The same commitment
to compete that John Kerry demonstrated during his primary campaign
emerged as he and President Bush squared off at the beginning
of 2004's long general election campaign.
As a senator and candidate, Kerry has been a critic of President
Bush's domestic and foreign policy.
the domestic front Kerry voted against the tax cuts the administration
advocated, against the proposal to drill for oil in Alaska's Arctic
National Wildlife Refuge coastal area, and against approving the
nomination of Attorney General John Ashcroft.
He has further blamed the president for sluggish economic growth,
a net loss of jobs during his tenure, and what he says is a lack
of affordable health care.
Kerry has also been sharply critical of the administration's foreign
policy and homeland security efforts, which he says are woefully
underfunded. He has argued that Democrats must take the foreign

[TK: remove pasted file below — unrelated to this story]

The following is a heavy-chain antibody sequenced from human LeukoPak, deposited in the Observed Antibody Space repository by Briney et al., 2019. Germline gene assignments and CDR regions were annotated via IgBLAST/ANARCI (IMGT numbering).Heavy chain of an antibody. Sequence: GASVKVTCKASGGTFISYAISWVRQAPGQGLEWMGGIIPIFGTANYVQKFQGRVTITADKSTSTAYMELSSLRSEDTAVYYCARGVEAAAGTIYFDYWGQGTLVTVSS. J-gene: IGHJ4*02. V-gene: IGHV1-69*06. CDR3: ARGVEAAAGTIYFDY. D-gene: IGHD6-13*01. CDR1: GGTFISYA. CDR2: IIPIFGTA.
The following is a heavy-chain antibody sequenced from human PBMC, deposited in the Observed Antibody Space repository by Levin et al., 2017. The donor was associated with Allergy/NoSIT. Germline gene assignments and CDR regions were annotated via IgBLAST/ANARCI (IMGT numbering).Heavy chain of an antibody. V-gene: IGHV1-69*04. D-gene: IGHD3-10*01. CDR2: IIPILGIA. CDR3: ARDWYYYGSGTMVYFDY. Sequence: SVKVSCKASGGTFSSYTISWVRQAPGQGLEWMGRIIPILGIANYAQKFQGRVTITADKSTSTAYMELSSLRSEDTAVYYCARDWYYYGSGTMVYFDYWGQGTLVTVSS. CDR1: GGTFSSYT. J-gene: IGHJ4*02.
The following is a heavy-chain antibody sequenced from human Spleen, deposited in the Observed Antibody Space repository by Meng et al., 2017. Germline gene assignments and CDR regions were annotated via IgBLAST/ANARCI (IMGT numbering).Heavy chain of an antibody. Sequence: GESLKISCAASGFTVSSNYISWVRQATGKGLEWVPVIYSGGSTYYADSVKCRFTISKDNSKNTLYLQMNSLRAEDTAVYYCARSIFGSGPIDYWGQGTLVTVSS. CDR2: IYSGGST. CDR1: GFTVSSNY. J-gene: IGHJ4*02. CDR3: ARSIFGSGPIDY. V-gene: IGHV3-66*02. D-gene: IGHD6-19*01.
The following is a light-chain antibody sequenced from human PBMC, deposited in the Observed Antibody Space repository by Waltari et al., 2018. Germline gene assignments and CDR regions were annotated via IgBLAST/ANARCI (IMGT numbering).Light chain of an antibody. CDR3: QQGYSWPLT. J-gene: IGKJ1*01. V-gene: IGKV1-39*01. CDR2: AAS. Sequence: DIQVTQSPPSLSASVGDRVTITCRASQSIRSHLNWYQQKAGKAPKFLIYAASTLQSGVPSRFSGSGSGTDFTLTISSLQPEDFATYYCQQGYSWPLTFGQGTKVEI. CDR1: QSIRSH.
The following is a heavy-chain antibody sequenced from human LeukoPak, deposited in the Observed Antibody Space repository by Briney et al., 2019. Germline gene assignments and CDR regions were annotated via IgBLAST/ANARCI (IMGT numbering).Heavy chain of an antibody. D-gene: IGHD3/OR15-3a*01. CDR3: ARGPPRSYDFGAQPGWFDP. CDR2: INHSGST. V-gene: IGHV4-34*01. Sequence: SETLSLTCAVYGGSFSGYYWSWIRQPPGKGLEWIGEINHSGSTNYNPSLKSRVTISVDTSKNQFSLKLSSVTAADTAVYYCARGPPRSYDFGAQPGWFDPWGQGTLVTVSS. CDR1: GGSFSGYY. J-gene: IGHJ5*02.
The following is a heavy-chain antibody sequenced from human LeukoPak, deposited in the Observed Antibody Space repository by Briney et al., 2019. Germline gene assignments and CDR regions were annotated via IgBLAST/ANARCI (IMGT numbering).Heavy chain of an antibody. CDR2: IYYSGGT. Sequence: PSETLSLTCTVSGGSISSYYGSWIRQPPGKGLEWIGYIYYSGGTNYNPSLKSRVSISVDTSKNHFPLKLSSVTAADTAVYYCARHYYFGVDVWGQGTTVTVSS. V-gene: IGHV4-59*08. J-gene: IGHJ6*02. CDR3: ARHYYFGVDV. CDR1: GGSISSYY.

policy debate back from their GOP rivals, and has said he welcomes
the debate. Borrowing a phrase from the president himself, Kerry
has invited Mr. Bush to "bring it on" when it comes
to foreign policy issues.
Kerry has also said he is determined to run a tough campaign,
vowing to fight what he calls the GOP's "attack dogs."
In March, Kerry was recorded unaware using tough language while
speaking to a group of union workers:
"Oh yeah, don't worry, man. We're going to keep pounding,
let me tell you -- we're just beginning to fight here. These guys
are the most crooked, you know, lying group of people I've ever
seen," microphones picked the senator up as saying.
A White House spokesman called Kerry's comments "harsh, angry,
bitter" and Republicans accused Kerry of running a negative
campaign and unfairly labeling the president a liar and crook.
he was talking about the "attack dog" Republican operatives,
not the president, but refused to back down from the comments.
"John Kerry is a great counter puncher," Douglas Brinkley
told the NewsHour in March. "If you punch him he punches
back harder. There's a great resilience to him."
Kerry's penchant for "counter punching" and the president's
own promise of a "spirited campaign" the stage is set
for a long, rough-and-tumble contest leading to November.
By Jason Manning, Online NewsHour